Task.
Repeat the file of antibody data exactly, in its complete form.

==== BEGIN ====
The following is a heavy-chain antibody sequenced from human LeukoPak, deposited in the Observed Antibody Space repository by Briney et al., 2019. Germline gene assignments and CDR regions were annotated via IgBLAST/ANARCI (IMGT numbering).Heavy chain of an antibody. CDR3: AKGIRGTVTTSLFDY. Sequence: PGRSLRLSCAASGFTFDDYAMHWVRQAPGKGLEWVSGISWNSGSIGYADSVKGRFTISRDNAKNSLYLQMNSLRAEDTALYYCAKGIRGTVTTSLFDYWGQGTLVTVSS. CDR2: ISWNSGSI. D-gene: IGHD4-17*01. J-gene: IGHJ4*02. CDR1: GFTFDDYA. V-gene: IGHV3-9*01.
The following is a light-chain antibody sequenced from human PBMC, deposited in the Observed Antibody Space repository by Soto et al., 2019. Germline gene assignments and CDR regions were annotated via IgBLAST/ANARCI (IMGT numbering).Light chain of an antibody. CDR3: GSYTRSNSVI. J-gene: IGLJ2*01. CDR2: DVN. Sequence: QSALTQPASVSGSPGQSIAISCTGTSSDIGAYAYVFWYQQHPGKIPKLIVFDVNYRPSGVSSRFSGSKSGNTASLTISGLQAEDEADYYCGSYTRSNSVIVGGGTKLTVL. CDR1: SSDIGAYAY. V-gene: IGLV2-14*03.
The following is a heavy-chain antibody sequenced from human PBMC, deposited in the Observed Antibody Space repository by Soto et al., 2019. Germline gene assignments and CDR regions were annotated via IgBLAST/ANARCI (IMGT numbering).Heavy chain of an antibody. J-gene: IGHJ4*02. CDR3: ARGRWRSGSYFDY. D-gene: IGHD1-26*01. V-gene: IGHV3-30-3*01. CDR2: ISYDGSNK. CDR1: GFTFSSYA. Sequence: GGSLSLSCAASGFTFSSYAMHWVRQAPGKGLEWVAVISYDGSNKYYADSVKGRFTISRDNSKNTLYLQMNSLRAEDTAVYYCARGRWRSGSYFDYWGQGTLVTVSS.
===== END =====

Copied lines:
The following is a heavy-chain antibody sequenced from human LeukoPak, deposited in the Observed Antibody Space repository by Briney et al., 2019. Germline gene assignments and CDR regions were annotated via IgBLAST/ANARCI (IMGT numbering).Heavy chain of an antibody. CDR3: AKGIRGTVTTSLFDY. Sequence: PGRSLRLSCAASGFTFDDYAMHWVRQAPGKGLEWVSGISWNSGSIGYADSVKGRFTISRDNAKNSLYLQMNSLRAEDTALYYCAKGIRGTVTTSLFDYWGQGTLVTVSS. CDR2: ISWNSGSI. D-gene: IGHD4-17*01. J-gene: IGHJ4*02. CDR1: GFTFDDYA. V-gene: IGHV3-9*01.
The following is a light-chain antibody sequenced from human PBMC, deposited in the Observed Antibody Space repository by Soto et al., 2019. Germline gene assignments and CDR regions were annotated via IgBLAST/ANARCI (IMGT numbering).Light chain of an antibody. CDR3: GSYTRSNSVI. J-gene: IGLJ2*01. CDR2: DVN. Sequence: QSALTQPASVSGSPGQSIAISCTGTSSDIGAYAYVFWYQQHPGKIPKLIVFDVNYRPSGVSSRFSGSKSGNTASLTISGLQAEDEADYYCGSYTRSNSVIVGGGTKLTVL. CDR1: SSDIGAYAY. V-gene: IGLV2-14*03.
The following is a heavy-chain antibody sequenced from human PBMC, deposited in the Observed Antibody Space repository by Soto et al., 2019. Germline gene assignments and CDR regions were annotated via IgBLAST/ANARCI (IMGT numbering).Heavy chain of an antibody. J-gene: IGHJ4*02. CDR3: ARGRWRSGSYFDY. D-gene: IGHD1-26*01. V-gene: IGHV3-30-3*01. CDR2: ISYDGSNK. CDR1: GFTFSSYA. Sequence: GGSLSLSCAASGFTFSSYAMHWVRQAPGKGLEWVAVISYDGSNKYYADSVKGRFTISRDNSKNTLYLQMNSLRAEDTAVYYCARGRWRSGSYFDYWGQGTLVTVSS.